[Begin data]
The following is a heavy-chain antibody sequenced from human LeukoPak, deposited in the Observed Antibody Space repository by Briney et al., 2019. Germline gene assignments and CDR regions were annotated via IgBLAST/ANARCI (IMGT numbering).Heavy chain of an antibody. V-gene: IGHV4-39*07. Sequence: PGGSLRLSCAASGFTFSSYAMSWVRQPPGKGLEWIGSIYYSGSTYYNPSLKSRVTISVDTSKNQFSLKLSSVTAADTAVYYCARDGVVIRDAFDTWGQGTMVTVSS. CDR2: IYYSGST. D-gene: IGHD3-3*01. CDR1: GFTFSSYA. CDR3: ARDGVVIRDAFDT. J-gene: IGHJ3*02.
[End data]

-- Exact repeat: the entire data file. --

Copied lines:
The following is a heavy-chain antibody sequenced from human LeukoPak, deposited in the Observed Antibody Space repository by Briney et al., 2019. Germline gene assignments and CDR regions were annotated via IgBLAST/ANARCI (IMGT numbering).Heavy chain of an antibody. V-gene: IGHV4-39*07. Sequence: PGGSLRLSCAASGFTFSSYAMSWVRQPPGKGLEWIGSIYYSGSTYYNPSLKSRVTISVDTSKNQFSLKLSSVTAADTAVYYCARDGVVIRDAFDTWGQGTMVTVSS. CDR2: IYYSGST. D-gene: IGHD3-3*01. CDR1: GFTFSSYA. CDR3: ARDGVVIRDAFDT. J-gene: IGHJ3*02.